It’s time for another craft beer review everyone and today I’m going to be reviewing a classic.  Well, a classic in the eyes of a lot of people anyway.  For this tasting I’m pouring the Duchesse De Bourgogne brewed by the Brouwerij Verhaeghe situated in Vichte, Belgium.

Let’s just go ahead and get to the website, proximedia.com, and see what they have to say about this beer.

Duchesee de Bourgogne is the traditional top fermented reddish-brown ale from the West-Flanders region of Belgium. This refined ale also known as “The Burgundies of Belgium” is a blend of 8 and 18 months old ales following careful maturation in oak casks. 100% natural and unpasteurized.

Nice!!!  Let’s get to it.

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This beer came in a 25.4 oz. bottle with an ABV of 6.2%.

It poured a deep burgundy/deep brown mixture of color.  A relatively easy discharge produced a very rocky, soft, fluffy, soapy, light tan head.  It was wonderfully sized with a great retention time.  As the crown receded it left behind some very attractive, patchy lacing.

The nose was very earthy.  Stale musty notes with a very light sourness.  A delightful hint of wood along with a slight tone of black cherry and other unidentified dark fruits.  Deeper into the aroma it had a spicy bread type of fragrance.  Almost like rye.  Whatever it was totally complimented the overall profile.  A very pleasant bouquet on this one for sure.

The flavor was very enticing.  It was almost like a cherry cola or something.  Sweet and sugary at the beginning, which eventually gave way to the woodiness as it warmed.  Some delightful, but soft, raisin bread characteristics came through once it opened up too.  It wasn’t near as tart or sour as I was expecting it to be, however it divulged enough to keep me wanting another sip.  The balance and harmony were spot on I thought.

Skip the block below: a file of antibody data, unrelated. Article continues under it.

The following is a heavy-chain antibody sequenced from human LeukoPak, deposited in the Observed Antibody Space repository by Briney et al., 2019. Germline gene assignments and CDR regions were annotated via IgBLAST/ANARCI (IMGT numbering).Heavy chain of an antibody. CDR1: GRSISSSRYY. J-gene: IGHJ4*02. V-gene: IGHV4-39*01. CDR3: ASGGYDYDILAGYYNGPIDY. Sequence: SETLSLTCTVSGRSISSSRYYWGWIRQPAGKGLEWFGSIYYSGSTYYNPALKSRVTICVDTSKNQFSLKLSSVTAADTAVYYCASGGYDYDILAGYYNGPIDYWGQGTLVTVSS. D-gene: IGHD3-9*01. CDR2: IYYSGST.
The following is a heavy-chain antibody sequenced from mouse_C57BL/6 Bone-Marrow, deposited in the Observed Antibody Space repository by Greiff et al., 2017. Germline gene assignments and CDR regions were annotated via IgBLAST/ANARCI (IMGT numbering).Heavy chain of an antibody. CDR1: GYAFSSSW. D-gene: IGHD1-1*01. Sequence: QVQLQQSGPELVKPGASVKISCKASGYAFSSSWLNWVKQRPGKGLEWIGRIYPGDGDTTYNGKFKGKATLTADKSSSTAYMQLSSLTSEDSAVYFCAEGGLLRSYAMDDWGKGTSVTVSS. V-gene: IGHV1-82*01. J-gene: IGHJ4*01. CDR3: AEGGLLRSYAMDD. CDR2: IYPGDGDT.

The mouthfeel was medium bodied.  Dry and smooth, although somewhat crisp.  The carbonation was of the medium strength variety.  No warmth or heat from the alcohol, yet a very nice shot of flavor was left behind for me to enjoy between sips.

Yeah, this is a great beer.  It’s a certified classic.  Easily worth a try if you have yet to do so.   It may not be as robust as some of the “newer aged/extreme” Sours, but this one is much easier to drink and deserves the utmost respect.  It’s very well made, complex and an excellent beer.  It seemed to get a little more varied and elaborate as it warmed and opened up.  I believe this brew would totally hit the spot during the crisp, cool days of Fall.  One interesting thing that I found was that this brew worked the opposite of most Sours that I’ve had.  It got more sour and tart as I went along.  Most of the time, at least with my experience, the sourness starts strong then the palate adjusts.  This one didn’t seem all that sour to begin with, however became more so later. It still wasn’t over the top though.  Just pleasant and enjoyable.  Have you guys had the Duchesse De Bourgogne yet? What did you think of it?  Be sure to let me know in the comments.

Thanks for reading everyone.  I really appreciate it.

Until next time.  Cheers.

Score:  4.2 out of 5

Grade:  A-

 
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Posted by on October 11, 2013 in Country: Belgium, Verhaeghe